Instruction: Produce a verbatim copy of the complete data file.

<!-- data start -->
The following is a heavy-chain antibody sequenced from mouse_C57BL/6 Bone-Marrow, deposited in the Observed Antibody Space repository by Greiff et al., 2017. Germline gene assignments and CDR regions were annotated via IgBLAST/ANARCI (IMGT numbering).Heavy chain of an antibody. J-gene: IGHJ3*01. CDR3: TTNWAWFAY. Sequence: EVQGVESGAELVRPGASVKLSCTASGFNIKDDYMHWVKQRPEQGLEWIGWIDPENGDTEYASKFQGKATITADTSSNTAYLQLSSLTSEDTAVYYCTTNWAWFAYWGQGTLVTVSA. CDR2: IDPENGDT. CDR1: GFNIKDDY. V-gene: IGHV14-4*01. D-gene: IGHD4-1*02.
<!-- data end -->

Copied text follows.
The following is a heavy-chain antibody sequenced from mouse_C57BL/6 Bone-Marrow, deposited in the Observed Antibody Space repository by Greiff et al., 2017. Germline gene assignments and CDR regions were annotated via IgBLAST/ANARCI (IMGT numbering).Heavy chain of an antibody. J-gene: IGHJ3*01. CDR3: TTNWAWFAY. Sequence: EVQGVESGAELVRPGASVKLSCTASGFNIKDDYMHWVKQRPEQGLEWIGWIDPENGDTEYASKFQGKATITADTSSNTAYLQLSSLTSEDTAVYYCTTNWAWFAYWGQGTLVTVSA. CDR2: IDPENGDT. CDR1: GFNIKDDY. V-gene: IGHV14-4*01. D-gene: IGHD4-1*02.